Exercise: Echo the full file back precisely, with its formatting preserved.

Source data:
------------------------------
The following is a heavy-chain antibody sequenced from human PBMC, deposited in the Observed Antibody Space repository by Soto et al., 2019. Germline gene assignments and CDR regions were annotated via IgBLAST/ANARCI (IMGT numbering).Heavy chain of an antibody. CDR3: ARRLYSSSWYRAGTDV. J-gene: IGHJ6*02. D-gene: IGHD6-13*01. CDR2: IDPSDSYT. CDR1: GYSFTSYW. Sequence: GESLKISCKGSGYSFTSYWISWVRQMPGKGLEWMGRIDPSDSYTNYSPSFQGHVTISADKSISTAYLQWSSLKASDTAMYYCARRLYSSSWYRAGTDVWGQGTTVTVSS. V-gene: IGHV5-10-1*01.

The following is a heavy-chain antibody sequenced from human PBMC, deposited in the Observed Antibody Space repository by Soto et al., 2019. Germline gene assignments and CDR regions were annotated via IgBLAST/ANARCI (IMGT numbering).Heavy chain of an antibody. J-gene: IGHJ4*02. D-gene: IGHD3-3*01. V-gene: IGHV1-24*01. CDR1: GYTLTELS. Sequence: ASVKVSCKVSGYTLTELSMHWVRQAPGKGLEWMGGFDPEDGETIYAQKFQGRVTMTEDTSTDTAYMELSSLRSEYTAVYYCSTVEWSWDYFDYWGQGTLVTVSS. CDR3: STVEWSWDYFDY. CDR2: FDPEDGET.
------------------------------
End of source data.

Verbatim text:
The following is a heavy-chain antibody sequenced from human PBMC, deposited in the Observed Antibody Space repository by Soto et al., 2019. Germline gene assignments and CDR regions were annotated via IgBLAST/ANARCI (IMGT numbering).Heavy chain of an antibody. CDR3: ARRLYSSSWYRAGTDV. J-gene: IGHJ6*02. D-gene: IGHD6-13*01. CDR2: IDPSDSYT. CDR1: GYSFTSYW. Sequence: GESLKISCKGSGYSFTSYWISWVRQMPGKGLEWMGRIDPSDSYTNYSPSFQGHVTISADKSISTAYLQWSSLKASDTAMYYCARRLYSSSWYRAGTDVWGQGTTVTVSS. V-gene: IGHV5-10-1*01.

The following is a heavy-chain antibody sequenced from human PBMC, deposited in the Observed Antibody Space repository by Soto et al., 2019. Germline gene assignments and CDR regions were annotated via IgBLAST/ANARCI (IMGT numbering).Heavy chain of an antibody. J-gene: IGHJ4*02. D-gene: IGHD3-3*01. V-gene: IGHV1-24*01. CDR1: GYTLTELS. Sequence: ASVKVSCKVSGYTLTELSMHWVRQAPGKGLEWMGGFDPEDGETIYAQKFQGRVTMTEDTSTDTAYMELSSLRSEYTAVYYCSTVEWSWDYFDYWGQGTLVTVSS. CDR3: STVEWSWDYFDY. CDR2: FDPEDGET.